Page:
Real and Assumed Personalities of Famous Men, The
Rafael De Nogales, T. E. Lawrence, and the Birth of the Modern Era, 1914-1937

Kim McQuaid (Author)
(ISBN: 978-1-903656-97-6)
Taderon Press (Publisher) Gomidas Institute (Publisher)
2010 London
161 pages
Size: 6" x 9"
Language(s): English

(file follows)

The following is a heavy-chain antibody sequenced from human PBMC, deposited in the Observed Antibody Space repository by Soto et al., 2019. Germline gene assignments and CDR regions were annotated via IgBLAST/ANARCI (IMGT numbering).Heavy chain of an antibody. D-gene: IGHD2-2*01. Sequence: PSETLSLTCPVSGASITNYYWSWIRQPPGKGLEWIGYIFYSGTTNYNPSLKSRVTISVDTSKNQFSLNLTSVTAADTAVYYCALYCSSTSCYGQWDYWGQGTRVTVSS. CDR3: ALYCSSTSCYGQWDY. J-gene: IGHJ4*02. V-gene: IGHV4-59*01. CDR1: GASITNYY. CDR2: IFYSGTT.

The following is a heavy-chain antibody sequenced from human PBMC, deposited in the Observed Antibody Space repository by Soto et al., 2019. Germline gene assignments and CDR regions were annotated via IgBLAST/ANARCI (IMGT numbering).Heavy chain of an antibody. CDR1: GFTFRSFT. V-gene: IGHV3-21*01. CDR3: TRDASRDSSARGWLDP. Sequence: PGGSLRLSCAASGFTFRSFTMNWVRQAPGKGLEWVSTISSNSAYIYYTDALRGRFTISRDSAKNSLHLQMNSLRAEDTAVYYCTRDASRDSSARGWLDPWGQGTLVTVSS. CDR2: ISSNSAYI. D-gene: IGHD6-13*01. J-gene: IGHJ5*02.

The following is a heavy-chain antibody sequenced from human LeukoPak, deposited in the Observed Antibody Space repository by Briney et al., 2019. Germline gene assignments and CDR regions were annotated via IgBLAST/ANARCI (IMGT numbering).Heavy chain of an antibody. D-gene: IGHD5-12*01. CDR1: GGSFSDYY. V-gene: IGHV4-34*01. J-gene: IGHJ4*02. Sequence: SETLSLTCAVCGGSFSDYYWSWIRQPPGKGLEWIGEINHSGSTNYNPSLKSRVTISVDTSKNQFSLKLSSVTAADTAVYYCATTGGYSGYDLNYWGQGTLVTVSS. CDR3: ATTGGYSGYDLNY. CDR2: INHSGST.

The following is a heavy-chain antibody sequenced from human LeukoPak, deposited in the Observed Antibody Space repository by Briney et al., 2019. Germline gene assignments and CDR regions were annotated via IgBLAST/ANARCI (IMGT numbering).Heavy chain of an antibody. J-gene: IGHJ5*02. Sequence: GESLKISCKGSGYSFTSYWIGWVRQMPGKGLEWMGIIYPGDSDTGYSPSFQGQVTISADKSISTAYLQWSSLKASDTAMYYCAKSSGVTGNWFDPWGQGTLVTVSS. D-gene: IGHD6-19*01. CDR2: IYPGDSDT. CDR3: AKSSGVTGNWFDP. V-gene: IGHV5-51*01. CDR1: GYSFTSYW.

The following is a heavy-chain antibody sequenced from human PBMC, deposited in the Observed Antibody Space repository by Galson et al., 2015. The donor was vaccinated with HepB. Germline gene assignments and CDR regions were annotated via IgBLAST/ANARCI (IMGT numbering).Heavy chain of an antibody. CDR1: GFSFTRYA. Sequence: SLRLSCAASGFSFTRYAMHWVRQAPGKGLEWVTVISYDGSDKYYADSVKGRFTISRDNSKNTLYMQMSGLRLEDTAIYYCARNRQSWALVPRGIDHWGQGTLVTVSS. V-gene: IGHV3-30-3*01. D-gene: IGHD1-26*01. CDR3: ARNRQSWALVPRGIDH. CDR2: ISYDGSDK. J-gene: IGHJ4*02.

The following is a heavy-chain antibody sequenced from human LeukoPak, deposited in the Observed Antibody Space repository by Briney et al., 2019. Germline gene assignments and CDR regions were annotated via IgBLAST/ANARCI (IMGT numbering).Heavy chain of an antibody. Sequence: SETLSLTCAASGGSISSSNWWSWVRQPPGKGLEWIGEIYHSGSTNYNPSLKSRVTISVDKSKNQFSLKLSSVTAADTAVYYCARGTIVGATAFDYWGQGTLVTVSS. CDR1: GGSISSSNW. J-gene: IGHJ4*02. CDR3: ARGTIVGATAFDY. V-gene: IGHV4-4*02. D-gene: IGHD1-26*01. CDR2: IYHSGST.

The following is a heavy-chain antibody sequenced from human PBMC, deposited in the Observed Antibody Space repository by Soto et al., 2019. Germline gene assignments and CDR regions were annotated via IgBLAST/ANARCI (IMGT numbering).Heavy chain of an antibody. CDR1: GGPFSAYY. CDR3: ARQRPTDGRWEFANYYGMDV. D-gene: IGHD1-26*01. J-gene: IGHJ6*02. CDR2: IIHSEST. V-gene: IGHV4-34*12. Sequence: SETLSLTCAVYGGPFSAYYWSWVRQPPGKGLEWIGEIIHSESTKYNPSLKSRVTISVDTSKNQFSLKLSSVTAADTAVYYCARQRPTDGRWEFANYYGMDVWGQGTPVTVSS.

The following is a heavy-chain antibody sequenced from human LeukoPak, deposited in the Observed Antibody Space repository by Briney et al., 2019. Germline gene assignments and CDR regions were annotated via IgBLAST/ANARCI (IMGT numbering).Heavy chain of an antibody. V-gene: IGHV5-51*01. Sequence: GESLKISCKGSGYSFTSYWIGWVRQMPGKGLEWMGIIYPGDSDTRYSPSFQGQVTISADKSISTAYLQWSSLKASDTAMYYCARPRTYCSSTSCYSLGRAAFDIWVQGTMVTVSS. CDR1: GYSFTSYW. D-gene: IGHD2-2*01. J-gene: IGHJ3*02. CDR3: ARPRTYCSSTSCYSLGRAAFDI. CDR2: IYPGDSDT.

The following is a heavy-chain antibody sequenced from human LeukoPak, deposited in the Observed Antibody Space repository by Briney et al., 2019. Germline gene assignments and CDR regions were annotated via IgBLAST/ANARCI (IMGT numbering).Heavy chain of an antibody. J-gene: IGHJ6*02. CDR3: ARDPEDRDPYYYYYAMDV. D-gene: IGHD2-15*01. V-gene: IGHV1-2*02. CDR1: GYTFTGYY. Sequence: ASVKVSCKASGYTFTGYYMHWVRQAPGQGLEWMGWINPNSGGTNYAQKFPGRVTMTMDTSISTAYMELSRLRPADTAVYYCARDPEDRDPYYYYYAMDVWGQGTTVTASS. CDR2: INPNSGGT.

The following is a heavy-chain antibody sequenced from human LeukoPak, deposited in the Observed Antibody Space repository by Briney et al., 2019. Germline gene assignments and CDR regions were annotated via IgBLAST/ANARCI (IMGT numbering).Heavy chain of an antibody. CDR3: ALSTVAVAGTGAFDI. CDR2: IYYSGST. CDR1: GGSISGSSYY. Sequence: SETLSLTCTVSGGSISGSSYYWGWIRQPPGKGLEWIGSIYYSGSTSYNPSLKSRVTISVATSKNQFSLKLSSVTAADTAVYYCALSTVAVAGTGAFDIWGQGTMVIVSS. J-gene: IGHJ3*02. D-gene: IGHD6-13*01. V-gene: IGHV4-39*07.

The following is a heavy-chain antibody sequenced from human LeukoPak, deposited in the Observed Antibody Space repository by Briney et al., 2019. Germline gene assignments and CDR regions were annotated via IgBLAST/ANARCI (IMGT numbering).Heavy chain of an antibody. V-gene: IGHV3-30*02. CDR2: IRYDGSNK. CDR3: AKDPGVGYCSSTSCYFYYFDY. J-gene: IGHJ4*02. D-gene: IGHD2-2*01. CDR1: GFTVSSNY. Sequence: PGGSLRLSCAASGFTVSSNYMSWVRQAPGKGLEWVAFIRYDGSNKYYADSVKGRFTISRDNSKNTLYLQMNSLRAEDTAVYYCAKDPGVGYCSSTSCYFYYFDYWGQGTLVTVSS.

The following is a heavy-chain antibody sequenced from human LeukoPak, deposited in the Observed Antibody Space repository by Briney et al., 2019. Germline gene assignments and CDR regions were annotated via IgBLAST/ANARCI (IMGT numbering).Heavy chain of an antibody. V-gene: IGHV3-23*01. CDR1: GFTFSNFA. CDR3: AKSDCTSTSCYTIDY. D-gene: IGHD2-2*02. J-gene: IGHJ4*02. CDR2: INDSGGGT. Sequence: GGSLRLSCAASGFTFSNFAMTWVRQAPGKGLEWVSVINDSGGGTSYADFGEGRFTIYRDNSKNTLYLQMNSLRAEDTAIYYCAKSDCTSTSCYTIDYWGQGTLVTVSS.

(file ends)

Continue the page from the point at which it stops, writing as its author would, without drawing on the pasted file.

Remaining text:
"What a life! Rafael De Nogales was one of the 20th century’s great soldiers of fortune. A Venezuelan revolutionary, a Great Plains cowboy, a Turkish army officer who witnessed the Armenian massacres, a journalist who interviewed Sandino in the jungles of Nicaragua, and, perhaps above all, a flamboyant and serial liar: Nogales was clearly a man for our times. As Kim McQuaid argues in this fascinating book, however, Nogales’s life was more than a mere adventure. He stood at the nexus of the great problems of the era: bloody ethnic conflict, western imperialism, the politics of big oil, the "entangled histories” of east and west, and the rising nationalisms of the oppressed. Nogales never did get the David Lean film he deserved, but McQuaid has done us all a service by bringing this forgotten epic back to life." --Dr. Rob Citino, author of The Path to Blitzkrieg, Quest For Decisive Victory; Blitzkrieg to Desert Storm, The German Way of War, and The Death of the Wehrmacht. T. E. Lawrence (1888-1935) and Rafael De Nogales (1879-1937) had careers which intersected and clarified many of the major attributes of the modern era. These include the rise of cheap energy, the oil age and global petroleum companies; the birth of the modern "Middle East"; the rise of religion as a political marker in emerging societies; and the slow decline of British imperial ascendancy and the gradual rise of the "dollar diplomacy" and increasingly global military activities of the U.S.A. Other key changes were heightened concerns about "crimes against humanity" involving massacres, ethnic cleansing and genocide and the increasing use of electronic media like radio and films as political mobilization machines and propaganda and persuasion tools. "Lawrence of Arabia" was one of the most famous figures to emerge from World War I. His Venezuelan contemporary, Rafael De Nogales, remains almost completely unknown outside of his native country. One fought with the Arabs against the Turks; the other fought with the Turks against Arabs, Armenians, Australians, British and Russian forces. Comparing and contrasting the careers of the two men helps clarify differences and similarities in historical narrative and analysis of a formative period of world affairs.

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